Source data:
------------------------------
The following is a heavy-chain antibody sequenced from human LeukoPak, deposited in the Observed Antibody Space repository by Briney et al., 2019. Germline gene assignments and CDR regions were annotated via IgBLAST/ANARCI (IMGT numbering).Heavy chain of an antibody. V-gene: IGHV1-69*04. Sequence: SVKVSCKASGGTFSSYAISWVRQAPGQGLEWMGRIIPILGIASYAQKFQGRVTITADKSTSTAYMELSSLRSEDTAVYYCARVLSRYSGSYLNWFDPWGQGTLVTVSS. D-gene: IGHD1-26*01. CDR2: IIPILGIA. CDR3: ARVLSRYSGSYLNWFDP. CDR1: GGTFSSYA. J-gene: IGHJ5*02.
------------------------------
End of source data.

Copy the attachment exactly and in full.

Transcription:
The following is a heavy-chain antibody sequenced from human LeukoPak, deposited in the Observed Antibody Space repository by Briney et al., 2019. Germline gene assignments and CDR regions were annotated via IgBLAST/ANARCI (IMGT numbering).Heavy chain of an antibody. V-gene: IGHV1-69*04. Sequence: SVKVSCKASGGTFSSYAISWVRQAPGQGLEWMGRIIPILGIASYAQKFQGRVTITADKSTSTAYMELSSLRSEDTAVYYCARVLSRYSGSYLNWFDPWGQGTLVTVSS. D-gene: IGHD1-26*01. CDR2: IIPILGIA. CDR3: ARVLSRYSGSYLNWFDP. CDR1: GGTFSSYA. J-gene: IGHJ5*02.